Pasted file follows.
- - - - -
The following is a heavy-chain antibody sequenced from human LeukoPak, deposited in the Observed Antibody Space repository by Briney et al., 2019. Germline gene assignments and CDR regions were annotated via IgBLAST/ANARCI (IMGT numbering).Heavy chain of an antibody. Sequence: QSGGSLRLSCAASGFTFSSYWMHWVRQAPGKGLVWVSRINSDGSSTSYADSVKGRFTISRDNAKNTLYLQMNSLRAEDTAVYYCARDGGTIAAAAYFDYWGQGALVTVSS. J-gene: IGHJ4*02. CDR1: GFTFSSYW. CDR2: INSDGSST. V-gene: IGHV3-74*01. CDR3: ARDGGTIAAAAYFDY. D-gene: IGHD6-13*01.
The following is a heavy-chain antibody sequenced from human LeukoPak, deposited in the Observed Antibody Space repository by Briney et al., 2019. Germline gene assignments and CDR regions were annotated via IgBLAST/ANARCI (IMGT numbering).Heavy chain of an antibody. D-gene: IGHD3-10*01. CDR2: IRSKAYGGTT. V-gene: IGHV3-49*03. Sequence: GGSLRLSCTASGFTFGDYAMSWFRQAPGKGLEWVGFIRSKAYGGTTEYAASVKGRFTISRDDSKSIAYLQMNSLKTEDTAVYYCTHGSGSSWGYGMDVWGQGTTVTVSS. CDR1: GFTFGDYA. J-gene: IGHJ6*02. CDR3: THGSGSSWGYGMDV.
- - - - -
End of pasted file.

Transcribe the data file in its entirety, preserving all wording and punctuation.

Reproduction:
The following is a heavy-chain antibody sequenced from human LeukoPak, deposited in the Observed Antibody Space repository by Briney et al., 2019. Germline gene assignments and CDR regions were annotated via IgBLAST/ANARCI (IMGT numbering).Heavy chain of an antibody. Sequence: QSGGSLRLSCAASGFTFSSYWMHWVRQAPGKGLVWVSRINSDGSSTSYADSVKGRFTISRDNAKNTLYLQMNSLRAEDTAVYYCARDGGTIAAAAYFDYWGQGALVTVSS. J-gene: IGHJ4*02. CDR1: GFTFSSYW. CDR2: INSDGSST. V-gene: IGHV3-74*01. CDR3: ARDGGTIAAAAYFDY. D-gene: IGHD6-13*01.
The following is a heavy-chain antibody sequenced from human LeukoPak, deposited in the Observed Antibody Space repository by Briney et al., 2019. Germline gene assignments and CDR regions were annotated via IgBLAST/ANARCI (IMGT numbering).Heavy chain of an antibody. D-gene: IGHD3-10*01. CDR2: IRSKAYGGTT. V-gene: IGHV3-49*03. Sequence: GGSLRLSCTASGFTFGDYAMSWFRQAPGKGLEWVGFIRSKAYGGTTEYAASVKGRFTISRDDSKSIAYLQMNSLKTEDTAVYYCTHGSGSSWGYGMDVWGQGTTVTVSS. CDR1: GFTFGDYA. J-gene: IGHJ6*02. CDR3: THGSGSSWGYGMDV.